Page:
One of the questions with regards to decking, possibly more than any other, is ‘What are the advantages or disadvantages of composite decking versus timber decking?’.
It is a very valid question, and before we answer it, we are going to be upfront and say that we are going to try to be as neutral as we can. There are always going to be differences of opinion with regards to certain products and services, and that is equally true when it comes to composite decking and timber decking.
Some favour the former, and others the latter so we are going to try our best to be as objective as we can as we go through some of the advantages and disadvantages of each of these two types of decking.
Look and Feel
This is one where your choice is going to very much be based on your personal preferences rather than on any kind of technical specification, however, let us try to give you some comparisons.
First, composite decking is going to have in a wider range of colours and finishes, and these are both going to be more consistent than what you see and feel on timber decking. As the decking ages, composite decking is also going to remain more consistent than timber, which will be affected by the elements, for example.
However, timber has an advantage in that you can change its colour and overall look by using staining, which is not possible with composite decking. Even if you do not stain, the more natural look is liked by many.
Strength and Durability
One of the biggest benefits that timber decking has over composite decking is that it is stronger. Unfortunately, composite decking requires more support than timber, due to it not being a normal structural material.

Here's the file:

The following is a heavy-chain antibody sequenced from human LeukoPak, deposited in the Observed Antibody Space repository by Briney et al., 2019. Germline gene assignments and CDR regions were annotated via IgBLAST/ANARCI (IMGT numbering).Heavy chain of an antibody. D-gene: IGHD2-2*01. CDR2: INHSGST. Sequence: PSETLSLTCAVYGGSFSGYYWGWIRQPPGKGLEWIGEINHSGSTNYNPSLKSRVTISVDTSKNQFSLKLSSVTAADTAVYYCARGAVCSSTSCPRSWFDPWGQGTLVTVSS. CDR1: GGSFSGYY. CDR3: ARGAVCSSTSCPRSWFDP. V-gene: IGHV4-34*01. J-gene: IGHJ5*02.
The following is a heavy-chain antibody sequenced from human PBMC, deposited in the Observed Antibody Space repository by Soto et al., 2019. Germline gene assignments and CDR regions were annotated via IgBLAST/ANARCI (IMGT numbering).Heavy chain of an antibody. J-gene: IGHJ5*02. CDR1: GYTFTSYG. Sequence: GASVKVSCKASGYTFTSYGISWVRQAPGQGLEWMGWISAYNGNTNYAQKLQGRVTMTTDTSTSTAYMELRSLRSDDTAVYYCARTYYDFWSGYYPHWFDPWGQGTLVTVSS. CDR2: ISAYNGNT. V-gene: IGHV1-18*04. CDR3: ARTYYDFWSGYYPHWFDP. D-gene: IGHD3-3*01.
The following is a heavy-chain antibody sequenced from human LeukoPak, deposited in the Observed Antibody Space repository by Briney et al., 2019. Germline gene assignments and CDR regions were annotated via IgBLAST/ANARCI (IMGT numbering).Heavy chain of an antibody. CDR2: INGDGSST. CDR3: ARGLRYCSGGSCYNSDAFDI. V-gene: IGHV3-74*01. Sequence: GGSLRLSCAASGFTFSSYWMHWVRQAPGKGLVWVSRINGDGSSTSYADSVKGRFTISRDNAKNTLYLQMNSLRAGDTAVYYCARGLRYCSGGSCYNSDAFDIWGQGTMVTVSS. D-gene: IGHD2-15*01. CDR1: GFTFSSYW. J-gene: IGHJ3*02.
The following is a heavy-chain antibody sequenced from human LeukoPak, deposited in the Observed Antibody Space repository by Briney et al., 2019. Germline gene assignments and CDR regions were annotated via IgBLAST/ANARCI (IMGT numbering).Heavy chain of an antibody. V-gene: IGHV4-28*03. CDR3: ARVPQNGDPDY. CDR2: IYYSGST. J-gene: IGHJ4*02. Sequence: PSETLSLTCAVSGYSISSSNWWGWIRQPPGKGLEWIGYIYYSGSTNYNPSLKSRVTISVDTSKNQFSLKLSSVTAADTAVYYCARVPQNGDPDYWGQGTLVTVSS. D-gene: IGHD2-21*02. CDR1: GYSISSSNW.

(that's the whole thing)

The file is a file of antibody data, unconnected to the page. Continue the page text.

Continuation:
Composite decking can be better supported using joists, but as this requires more materials and additional installation, it can increase the cost.
Ease of Maintenance, and Longevity
Composite decking has the potential to last for up to 30 years, and during that time the amount of time and effort to maintain it is a lot less than required by timber decking. To maintain composite decking all that is normally required is regular cleaning.
On the other hand, timber decking requires considerably more maintenance such as sanding and timber treatment from time to time. With timber decking you might also have to deal with issues such as fungus or timber rot, which you obviously would not see with composite decking
If you do not mind the extra work, then the reward is that timber decking can outlast composite decking, and in theory, could last you a lifetime.
For many people considering decking it could be that their decision is ultimately influenced by the cost, but it is not just the initial cost that you should think about.
To have timber decking there can be a considerable difference depending on whether the timber decking is made from softwood or hardwood. The cheaper of the two is softwood, and with hardwood, the cost of decking is going to be comparable with composite decking.
One other consideration should be that the long-term cost of maintaining any kind of timber decking is significantly higher than what it is for composite decking.